If we ask you what your weight is, you can easily say it. However, if we ask you what the value of π exactly is, there is uncertainty in measurement. Isn’t it? In the subject of chemistry, a lot of times, we have to deal with both experimental and theoretical calculations. Therefore, we have to follow more than one methods to measure or calculate these number with minimum errors and uncertainty. In this chapter, we will deal with the concept of uncertainty in measurement.
Uncertainty in Measurement
Too often, we come across values that are close to each other and their average values. In such cases, we can say that the measurement is absolutely correct or precise. However, at times you may not experience this. At all those times, you will have to mention the uncertainty in measurement.
Browse more Topics under Some Basic Concepts Of Chemistry
- Atomic Mass and Molecular Mass
- Dalton’s Atomic Theory
- Importance and Scope of Chemistry
- Laws of Chemical Combination
- Mole and Equivalent Weight
- Nature of Matter
- Percentage Composition
- Properties of Matter and Their Measurement
- Stoichiometry and Stoichiometric Calculations
Specifying this uncertainty is important as it will help you study the overall effect on output. We indicate uncertainty through significant figures. So, what are significant figures? A significant figure is the total number of digits in a number. It includes the last digit whose value is uncertain. Let us now look at the practical and scientific notation of uncertainty in measurement.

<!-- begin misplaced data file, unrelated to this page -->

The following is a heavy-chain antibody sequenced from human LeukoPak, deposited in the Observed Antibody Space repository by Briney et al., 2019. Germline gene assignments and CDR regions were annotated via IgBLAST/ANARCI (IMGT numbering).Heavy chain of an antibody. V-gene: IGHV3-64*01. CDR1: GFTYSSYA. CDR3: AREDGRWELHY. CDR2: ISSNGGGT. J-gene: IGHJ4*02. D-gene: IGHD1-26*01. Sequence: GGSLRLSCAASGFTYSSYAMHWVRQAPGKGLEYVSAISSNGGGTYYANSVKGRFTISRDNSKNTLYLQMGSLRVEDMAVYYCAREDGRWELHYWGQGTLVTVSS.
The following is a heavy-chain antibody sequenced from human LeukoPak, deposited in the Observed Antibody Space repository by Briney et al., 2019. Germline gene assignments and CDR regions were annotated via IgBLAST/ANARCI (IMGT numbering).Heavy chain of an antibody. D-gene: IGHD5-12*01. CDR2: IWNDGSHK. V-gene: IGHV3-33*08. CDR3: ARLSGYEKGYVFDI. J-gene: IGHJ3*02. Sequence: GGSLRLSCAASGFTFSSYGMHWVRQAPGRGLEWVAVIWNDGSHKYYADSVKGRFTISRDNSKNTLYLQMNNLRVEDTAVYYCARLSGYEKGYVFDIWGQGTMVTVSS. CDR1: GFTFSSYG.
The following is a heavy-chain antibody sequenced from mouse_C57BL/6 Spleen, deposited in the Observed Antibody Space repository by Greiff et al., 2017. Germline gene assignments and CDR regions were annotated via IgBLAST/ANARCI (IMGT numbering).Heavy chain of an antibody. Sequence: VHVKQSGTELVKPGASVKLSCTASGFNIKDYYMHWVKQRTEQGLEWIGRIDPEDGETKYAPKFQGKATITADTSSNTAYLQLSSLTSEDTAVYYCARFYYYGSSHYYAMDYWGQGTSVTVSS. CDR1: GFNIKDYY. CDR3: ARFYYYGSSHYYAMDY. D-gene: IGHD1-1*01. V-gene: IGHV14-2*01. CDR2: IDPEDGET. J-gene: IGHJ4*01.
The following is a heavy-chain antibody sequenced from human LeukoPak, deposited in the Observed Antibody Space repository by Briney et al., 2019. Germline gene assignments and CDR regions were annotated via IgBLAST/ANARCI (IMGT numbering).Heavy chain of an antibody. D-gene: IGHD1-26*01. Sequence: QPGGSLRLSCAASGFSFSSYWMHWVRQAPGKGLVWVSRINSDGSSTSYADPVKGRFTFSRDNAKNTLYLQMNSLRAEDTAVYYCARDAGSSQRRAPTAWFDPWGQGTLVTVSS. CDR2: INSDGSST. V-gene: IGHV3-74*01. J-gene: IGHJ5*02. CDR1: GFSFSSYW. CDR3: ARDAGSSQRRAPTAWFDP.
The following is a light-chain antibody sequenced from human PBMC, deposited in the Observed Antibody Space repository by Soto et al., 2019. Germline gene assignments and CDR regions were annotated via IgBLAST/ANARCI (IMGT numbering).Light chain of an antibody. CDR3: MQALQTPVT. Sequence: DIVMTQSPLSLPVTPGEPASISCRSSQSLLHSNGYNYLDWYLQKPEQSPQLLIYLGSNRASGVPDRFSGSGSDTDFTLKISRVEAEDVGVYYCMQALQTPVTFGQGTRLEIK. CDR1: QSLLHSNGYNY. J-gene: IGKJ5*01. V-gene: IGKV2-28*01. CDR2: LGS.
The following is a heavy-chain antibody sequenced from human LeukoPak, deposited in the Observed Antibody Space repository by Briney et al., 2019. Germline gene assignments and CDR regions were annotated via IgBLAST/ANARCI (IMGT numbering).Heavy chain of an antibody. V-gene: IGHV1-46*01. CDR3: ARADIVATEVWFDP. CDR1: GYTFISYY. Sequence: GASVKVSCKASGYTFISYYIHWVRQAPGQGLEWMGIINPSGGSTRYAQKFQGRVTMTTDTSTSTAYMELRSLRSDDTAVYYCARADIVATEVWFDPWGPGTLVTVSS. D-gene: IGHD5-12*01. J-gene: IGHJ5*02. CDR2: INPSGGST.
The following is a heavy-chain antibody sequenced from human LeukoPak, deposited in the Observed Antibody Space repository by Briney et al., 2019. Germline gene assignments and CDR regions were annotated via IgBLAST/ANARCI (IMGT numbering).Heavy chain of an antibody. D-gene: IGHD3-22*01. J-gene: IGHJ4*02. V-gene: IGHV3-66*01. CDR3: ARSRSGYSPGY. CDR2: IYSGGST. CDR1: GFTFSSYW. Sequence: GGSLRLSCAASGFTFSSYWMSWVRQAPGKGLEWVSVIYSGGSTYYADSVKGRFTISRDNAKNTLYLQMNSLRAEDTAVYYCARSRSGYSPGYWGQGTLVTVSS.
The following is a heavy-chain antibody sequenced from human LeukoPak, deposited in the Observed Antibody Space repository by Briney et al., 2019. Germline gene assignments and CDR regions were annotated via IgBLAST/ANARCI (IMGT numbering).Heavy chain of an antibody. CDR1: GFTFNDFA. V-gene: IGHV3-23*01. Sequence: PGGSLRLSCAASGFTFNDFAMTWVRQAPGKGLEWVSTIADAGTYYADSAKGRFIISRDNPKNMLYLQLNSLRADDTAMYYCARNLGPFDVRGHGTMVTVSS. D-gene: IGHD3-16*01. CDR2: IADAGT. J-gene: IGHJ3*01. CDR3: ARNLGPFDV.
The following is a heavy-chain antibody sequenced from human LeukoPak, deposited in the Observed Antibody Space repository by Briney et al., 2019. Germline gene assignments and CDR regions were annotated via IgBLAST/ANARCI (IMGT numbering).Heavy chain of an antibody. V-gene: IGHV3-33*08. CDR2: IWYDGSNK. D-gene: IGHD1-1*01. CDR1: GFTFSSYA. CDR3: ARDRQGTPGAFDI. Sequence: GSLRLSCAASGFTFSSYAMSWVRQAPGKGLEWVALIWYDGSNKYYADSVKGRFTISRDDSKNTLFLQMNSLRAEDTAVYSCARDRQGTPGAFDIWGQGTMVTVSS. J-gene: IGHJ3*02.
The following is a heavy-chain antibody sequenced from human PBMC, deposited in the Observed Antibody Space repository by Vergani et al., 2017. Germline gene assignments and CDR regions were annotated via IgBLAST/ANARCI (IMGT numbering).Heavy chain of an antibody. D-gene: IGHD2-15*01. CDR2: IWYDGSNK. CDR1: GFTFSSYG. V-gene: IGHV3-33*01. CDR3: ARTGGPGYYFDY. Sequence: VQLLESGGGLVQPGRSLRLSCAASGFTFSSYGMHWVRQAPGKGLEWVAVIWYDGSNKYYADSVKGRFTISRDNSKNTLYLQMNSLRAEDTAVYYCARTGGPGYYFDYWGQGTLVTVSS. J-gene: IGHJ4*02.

We know that atoms and molecules have extremely low masses. However, we must not forget that they are present in massive numbers. Scientists have to deal with numbers that are as large as 123,456,789,101,110,000,000,987,000,870 and more.
Sometimes, they also have to deal with numbers as small as 0.00000000000000000000000166 g. Do you know what this is? Yes! It is the mass of Hydrogen atom. In science, there are other constants that have difficult figures. They include speed of light and charges on particles. So, how do we handle these numbers?
Handling These Numbers
We use notation like m × 10n while handling these numbers. Here, we signify m times ten raised to the power of n. In this, we can also see that n is an exponent that has positive and negative values and m is that number which varies from 1.000… and 9.999…
Similarly, we can write the scientific notion of 578.677 as 5.78677 × 102. In this, w move the decimal to the left by two spaces. If we move it three spaces to the left, the power of 10 becomes 3. In the same way, we can also write 0.000089 as 8.9 × 10–5. In this, we move the decimal five places towards the right, (−5) is the exponent.
This method eases the handling for us and gives better precision. We arrive at results that are more accurate when we are dealing with high magnitude numbers.
Uncertainty in Multiplication and Division
We can apply the same rules as above, for the methods of multiplication and division too. For e.g: (3.9 × 106) × (2.1 × 105) = (3.9 × 2.1)(106+5) = (3.9 × 2.1) × (1011) = 11.31 × 1011
Solved Example for You
Q: Explain the uncertainty in addition and subtraction with an example.
Solution: In addition and subtraction, we need to place these numbers in such a way that they have same exponents. This will be the first step of our solution. Therefore, when we add 5.43 × 104 and 3.45 × 103, we make the powers equal first. After that, we add and subtract the coefficients.
For example: 5.43 × 104 + 0.345 × 105 = (5.43 + (0.345 × 10))×104 = 8.88 × 104.
In the case of subtraction, 5.43 × 104 – 0.345 × 105 = (5.43–(0.345×10)) × 104 = (5.43–3.45)×104 = 1.98 × 104